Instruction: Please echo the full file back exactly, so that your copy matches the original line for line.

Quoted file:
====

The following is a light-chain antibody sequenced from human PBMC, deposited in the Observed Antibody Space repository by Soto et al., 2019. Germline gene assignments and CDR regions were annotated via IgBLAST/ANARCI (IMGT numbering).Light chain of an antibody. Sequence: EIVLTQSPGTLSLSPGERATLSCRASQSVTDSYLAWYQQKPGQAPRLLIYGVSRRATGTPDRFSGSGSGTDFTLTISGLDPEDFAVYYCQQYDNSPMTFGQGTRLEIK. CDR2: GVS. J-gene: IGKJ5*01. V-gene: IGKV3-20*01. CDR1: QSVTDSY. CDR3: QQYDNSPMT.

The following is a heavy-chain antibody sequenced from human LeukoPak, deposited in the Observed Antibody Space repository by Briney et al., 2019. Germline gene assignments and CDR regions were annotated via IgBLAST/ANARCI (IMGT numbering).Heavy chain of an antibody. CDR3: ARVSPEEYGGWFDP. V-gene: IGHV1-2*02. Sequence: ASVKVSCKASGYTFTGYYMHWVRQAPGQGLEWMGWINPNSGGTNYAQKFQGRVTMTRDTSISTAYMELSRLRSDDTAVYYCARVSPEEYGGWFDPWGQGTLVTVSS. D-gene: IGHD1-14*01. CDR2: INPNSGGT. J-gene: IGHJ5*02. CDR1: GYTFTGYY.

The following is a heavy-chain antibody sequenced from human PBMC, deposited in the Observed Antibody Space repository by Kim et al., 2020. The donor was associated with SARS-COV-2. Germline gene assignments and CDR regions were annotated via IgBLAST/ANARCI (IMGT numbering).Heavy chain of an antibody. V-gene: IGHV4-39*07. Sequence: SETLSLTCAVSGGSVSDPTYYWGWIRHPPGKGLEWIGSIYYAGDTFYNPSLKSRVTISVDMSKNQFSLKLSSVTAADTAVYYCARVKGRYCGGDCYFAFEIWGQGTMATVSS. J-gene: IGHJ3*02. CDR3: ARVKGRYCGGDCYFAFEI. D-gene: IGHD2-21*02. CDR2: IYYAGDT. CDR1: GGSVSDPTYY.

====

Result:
The following is a light-chain antibody sequenced from human PBMC, deposited in the Observed Antibody Space repository by Soto et al., 2019. Germline gene assignments and CDR regions were annotated via IgBLAST/ANARCI (IMGT numbering).Light chain of an antibody. Sequence: EIVLTQSPGTLSLSPGERATLSCRASQSVTDSYLAWYQQKPGQAPRLLIYGVSRRATGTPDRFSGSGSGTDFTLTISGLDPEDFAVYYCQQYDNSPMTFGQGTRLEIK. CDR2: GVS. J-gene: IGKJ5*01. V-gene: IGKV3-20*01. CDR1: QSVTDSY. CDR3: QQYDNSPMT.

The following is a heavy-chain antibody sequenced from human LeukoPak, deposited in the Observed Antibody Space repository by Briney et al., 2019. Germline gene assignments and CDR regions were annotated via IgBLAST/ANARCI (IMGT numbering).Heavy chain of an antibody. CDR3: ARVSPEEYGGWFDP. V-gene: IGHV1-2*02. Sequence: ASVKVSCKASGYTFTGYYMHWVRQAPGQGLEWMGWINPNSGGTNYAQKFQGRVTMTRDTSISTAYMELSRLRSDDTAVYYCARVSPEEYGGWFDPWGQGTLVTVSS. D-gene: IGHD1-14*01. CDR2: INPNSGGT. J-gene: IGHJ5*02. CDR1: GYTFTGYY.

The following is a heavy-chain antibody sequenced from human PBMC, deposited in the Observed Antibody Space repository by Kim et al., 2020. The donor was associated with SARS-COV-2. Germline gene assignments and CDR regions were annotated via IgBLAST/ANARCI (IMGT numbering).Heavy chain of an antibody. V-gene: IGHV4-39*07. Sequence: SETLSLTCAVSGGSVSDPTYYWGWIRHPPGKGLEWIGSIYYAGDTFYNPSLKSRVTISVDMSKNQFSLKLSSVTAADTAVYYCARVKGRYCGGDCYFAFEIWGQGTMATVSS. J-gene: IGHJ3*02. CDR3: ARVKGRYCGGDCYFAFEI. D-gene: IGHD2-21*02. CDR2: IYYAGDT. CDR1: GGSVSDPTYY.